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Tag : 11000er

King Edward, Mount

Despite the odds that seemed to be stacked against us, and lingering doubts, Ben and I finally completed our Sisyphean Odyssey to the summit of Mount King Edward on a beautifully clear and pleasant summer day on August 28, 2017. After three attempts, driving a total of approximately 36 hours, hiking 105km and climbing over 6,500m of elevation in pursuit of this peak, it was supremely rewarding to finally stand on the top. Ferenc Jasco joined us in our quest and was a valuable contributor to our eventual success. As any follower of this blog will know by now, Mount King Edward has been a thorn in my side for a few years now.

Forbes, Mount

I’ve been dreaming of climbing the highest peak in Banff National Park and 8th highest in the Canadian Rockies for many years. I’m not 100 percent sure when I first laid eyes on the hauntingly beautiful northwest face and dramatic summit pyramid of Mount Forbes but I do know that it probably terrified me the first few times I looked at it. That giant triangular face of snow, rock and ice stretching upward into the clouds continued to draw me in as I gazed at it from many surrounding summits, year after year. In 2015 I was sure I was going to climb Forbes with Ben and Steven, but alas they chose a weekend that didn’t work and I was once again left to wonder at a missed opportunity.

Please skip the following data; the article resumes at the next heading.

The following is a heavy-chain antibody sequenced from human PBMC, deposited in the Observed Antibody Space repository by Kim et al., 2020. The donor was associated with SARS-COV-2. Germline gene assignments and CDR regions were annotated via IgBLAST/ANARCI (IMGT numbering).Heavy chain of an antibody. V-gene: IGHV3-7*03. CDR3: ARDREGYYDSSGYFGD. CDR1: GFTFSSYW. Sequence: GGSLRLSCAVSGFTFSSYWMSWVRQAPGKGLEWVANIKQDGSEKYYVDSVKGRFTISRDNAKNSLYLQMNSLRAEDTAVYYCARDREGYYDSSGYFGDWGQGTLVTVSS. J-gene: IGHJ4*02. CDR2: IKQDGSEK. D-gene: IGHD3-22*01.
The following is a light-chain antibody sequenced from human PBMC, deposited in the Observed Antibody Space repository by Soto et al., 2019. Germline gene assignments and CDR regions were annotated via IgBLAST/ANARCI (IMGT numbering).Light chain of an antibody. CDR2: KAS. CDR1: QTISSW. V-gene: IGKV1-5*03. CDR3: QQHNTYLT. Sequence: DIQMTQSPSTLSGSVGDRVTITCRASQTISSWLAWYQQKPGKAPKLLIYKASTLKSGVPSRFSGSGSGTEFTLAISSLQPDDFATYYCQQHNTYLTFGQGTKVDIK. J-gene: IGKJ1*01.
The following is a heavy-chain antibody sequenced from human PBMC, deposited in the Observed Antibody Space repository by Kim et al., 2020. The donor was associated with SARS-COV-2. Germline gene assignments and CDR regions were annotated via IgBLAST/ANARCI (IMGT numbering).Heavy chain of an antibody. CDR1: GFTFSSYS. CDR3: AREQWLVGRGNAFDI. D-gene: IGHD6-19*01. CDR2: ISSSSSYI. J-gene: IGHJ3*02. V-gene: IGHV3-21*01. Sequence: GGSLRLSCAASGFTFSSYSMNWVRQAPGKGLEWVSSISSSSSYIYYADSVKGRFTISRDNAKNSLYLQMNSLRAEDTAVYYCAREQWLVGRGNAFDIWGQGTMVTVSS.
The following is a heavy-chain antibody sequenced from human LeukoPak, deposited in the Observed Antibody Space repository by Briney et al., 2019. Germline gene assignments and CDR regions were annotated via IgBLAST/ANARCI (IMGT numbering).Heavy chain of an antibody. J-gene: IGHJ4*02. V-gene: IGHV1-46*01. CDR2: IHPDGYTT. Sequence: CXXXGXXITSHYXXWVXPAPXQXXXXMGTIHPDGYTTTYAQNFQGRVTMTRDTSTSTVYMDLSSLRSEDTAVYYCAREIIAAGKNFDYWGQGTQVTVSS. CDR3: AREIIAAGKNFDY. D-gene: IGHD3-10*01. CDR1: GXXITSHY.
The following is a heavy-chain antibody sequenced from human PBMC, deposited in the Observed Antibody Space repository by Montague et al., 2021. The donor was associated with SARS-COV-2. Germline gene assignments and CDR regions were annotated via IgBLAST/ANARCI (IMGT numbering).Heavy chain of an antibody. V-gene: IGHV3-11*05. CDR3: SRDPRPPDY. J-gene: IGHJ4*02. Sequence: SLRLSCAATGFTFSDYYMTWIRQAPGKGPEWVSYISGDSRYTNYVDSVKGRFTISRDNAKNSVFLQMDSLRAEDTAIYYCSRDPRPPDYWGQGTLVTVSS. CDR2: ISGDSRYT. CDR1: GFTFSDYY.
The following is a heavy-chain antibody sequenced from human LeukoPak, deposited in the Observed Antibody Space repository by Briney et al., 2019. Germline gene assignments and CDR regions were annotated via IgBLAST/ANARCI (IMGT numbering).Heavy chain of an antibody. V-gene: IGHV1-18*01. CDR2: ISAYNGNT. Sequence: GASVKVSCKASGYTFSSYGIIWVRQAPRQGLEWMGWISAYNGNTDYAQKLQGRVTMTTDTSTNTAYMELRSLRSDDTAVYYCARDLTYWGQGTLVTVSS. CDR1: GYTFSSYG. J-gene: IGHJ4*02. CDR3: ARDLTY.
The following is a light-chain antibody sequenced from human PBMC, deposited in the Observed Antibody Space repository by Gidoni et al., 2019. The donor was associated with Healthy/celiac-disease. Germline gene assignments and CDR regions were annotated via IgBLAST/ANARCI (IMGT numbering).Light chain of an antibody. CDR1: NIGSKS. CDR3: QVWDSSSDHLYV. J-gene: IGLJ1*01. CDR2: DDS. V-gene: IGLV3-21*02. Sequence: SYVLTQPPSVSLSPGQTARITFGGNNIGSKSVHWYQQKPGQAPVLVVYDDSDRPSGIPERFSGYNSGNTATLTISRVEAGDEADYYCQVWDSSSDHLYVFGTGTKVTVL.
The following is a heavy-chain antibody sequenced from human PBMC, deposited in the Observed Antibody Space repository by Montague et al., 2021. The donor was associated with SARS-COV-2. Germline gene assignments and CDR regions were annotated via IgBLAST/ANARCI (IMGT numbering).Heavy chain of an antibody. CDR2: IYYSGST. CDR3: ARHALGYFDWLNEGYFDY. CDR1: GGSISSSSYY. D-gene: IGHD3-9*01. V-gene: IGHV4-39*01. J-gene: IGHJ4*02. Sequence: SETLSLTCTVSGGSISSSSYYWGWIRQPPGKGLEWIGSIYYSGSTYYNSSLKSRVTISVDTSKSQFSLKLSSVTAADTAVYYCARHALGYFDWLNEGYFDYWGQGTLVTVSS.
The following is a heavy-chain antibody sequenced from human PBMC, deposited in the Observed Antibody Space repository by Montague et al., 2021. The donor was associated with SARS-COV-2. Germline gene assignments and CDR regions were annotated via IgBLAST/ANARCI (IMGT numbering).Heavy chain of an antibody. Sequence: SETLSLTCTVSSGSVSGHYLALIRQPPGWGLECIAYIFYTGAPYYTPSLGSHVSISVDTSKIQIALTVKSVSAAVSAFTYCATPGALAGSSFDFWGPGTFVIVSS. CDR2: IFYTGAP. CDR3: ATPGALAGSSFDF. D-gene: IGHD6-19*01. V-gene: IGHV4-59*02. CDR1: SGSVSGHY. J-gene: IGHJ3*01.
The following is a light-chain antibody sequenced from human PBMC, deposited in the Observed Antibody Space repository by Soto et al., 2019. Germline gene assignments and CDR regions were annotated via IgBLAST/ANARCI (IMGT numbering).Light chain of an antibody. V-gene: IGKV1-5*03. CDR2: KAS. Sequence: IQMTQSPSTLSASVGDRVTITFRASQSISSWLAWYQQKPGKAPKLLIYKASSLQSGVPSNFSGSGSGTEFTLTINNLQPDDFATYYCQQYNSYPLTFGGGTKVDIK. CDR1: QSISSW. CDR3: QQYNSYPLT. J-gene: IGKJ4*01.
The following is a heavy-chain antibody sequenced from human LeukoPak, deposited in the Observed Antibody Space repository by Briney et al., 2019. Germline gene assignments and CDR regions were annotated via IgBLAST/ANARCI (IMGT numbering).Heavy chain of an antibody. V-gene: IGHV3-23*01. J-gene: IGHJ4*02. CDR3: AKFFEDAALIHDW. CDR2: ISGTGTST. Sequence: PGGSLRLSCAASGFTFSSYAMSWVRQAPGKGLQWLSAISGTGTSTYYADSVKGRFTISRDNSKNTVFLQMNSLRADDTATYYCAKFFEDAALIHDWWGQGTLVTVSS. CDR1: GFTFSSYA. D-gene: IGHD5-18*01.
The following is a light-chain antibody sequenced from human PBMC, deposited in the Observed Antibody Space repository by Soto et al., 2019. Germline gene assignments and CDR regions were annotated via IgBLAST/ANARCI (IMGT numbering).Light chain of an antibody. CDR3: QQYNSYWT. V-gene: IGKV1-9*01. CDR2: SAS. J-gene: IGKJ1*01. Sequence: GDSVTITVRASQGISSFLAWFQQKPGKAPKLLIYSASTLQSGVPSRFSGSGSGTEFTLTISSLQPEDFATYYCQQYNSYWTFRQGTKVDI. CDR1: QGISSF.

Andromeda, Mount